Oct 6, 2010
Last month, my wife and I chaperoned on our kids’ first ever field trip, where one of the venues was a small theme park that also ran a pet store. As a souvenir, each of the participants was given a free goldfish in a bag. Yes! Free fish! we thought.
Who knew free could be so expensive?
We were advised we could wait until the next day to transfer the fish to a new container, since the bag had enough oxygen for 24 hours, and so that the fish could have time to adjust. We got a total of five fish, so we thought of first transferring them to a big fishbowl we had. The first day, one of the fish died, and my kids were devastated. The next day, two more died.
We weren’t really emotionally attached to the fish (they’re fish!), but we thought we might as well give them a good home, since they were given to us in goodwill (although I had a feeling the cost of fish was included in the tour package). So through the week, we found ourselves going crazy researching online about fish care. We discovered a lot of things about caring for goldfish and fish in general. We also realized that we had been doing a lot of things wrong!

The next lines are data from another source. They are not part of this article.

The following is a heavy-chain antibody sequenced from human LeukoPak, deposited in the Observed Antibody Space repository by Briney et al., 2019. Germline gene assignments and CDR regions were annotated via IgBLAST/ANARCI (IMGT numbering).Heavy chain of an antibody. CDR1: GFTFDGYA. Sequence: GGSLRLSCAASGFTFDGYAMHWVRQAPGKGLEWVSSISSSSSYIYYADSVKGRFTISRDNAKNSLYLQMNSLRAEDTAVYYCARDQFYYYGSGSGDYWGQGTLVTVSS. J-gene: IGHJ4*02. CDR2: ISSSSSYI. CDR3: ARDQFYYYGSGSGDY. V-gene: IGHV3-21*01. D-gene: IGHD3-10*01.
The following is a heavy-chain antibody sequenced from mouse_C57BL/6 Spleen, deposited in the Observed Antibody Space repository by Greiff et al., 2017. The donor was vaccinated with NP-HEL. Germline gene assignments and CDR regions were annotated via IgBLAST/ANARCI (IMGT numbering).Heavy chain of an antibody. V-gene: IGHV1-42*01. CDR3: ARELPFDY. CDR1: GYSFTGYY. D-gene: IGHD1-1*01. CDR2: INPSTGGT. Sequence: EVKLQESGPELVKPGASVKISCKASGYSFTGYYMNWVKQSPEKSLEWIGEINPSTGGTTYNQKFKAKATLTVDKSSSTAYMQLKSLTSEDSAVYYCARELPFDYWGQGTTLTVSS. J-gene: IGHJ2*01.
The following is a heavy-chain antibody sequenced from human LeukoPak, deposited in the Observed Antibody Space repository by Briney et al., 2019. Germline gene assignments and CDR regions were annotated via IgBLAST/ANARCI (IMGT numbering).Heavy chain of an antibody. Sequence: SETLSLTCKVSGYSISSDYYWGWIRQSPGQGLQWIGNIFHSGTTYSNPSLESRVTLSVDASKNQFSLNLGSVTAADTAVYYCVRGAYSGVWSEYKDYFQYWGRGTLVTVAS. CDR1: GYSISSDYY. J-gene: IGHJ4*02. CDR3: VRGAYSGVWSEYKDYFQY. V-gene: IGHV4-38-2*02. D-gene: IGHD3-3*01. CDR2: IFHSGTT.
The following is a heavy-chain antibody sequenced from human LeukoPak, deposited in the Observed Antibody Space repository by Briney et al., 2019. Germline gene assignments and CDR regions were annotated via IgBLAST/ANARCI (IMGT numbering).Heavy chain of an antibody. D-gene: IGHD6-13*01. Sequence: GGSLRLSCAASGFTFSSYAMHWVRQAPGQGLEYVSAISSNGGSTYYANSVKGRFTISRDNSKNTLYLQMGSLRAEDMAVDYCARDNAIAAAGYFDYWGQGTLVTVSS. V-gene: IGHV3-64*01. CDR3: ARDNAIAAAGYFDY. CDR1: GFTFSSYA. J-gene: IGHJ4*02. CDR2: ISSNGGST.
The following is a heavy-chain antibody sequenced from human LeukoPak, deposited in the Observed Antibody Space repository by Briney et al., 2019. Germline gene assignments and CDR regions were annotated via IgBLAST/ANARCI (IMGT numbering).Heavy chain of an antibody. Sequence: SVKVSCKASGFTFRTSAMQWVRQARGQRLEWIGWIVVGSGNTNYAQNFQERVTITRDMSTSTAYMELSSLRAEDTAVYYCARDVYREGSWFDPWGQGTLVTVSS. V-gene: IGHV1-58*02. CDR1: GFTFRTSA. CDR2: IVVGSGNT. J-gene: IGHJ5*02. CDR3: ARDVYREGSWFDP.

Among the things we learned:
- Goldfish need space. They will usually require a ten-gallon tank for the first goldfish and an additional five or so gallons for each additional fish.
- Fish bowls are not ideal for goldfish. Ever see goldfish living in fishbowls on TV or the movies? Don’t be fooled. (One exception, though is Tish, who lived to a ripe old age of 43.)
- Goldfish are messy creatures. They will require a good filtration system.
- Goldfish are vegetarians. If you have aquatic plants, they will nibble and pull on them all day. We learned this the hard way when we found our plants floating all over early one morning.
- Fish need oxygen. We also learned this the hard way. We were wondering why the fish were always on the surface on our fishbowl. Apparently, they were breathing through the surface.
- Fish need a feeding schedule. If you overfeed them, they die.
- Fish need a balanced ecosystem. We also learned that it’s a bad idea to change your tank’s water 100%, and so now we only change about 20 to 25% twice a week.
One good thing we discovered is that my wife and I now have yet another shared passion. We didn’t really spend a lot of money for our aquarium setup, since we borrowed some old equipment and accessories from my in-laws (the expenses totaled to less than $20, but I have a feeling it’s going to grow). But we do get to spend time each day taking care of the fish, feeding them, cleaning their tank, and even observing their strange, fishy behavior.
All this from people who aren’t particularly fond of animals (although I must admit I have an affinity for cats).
You learn new things everyday. What’s surprising is that you get these from the most unexpected of sources.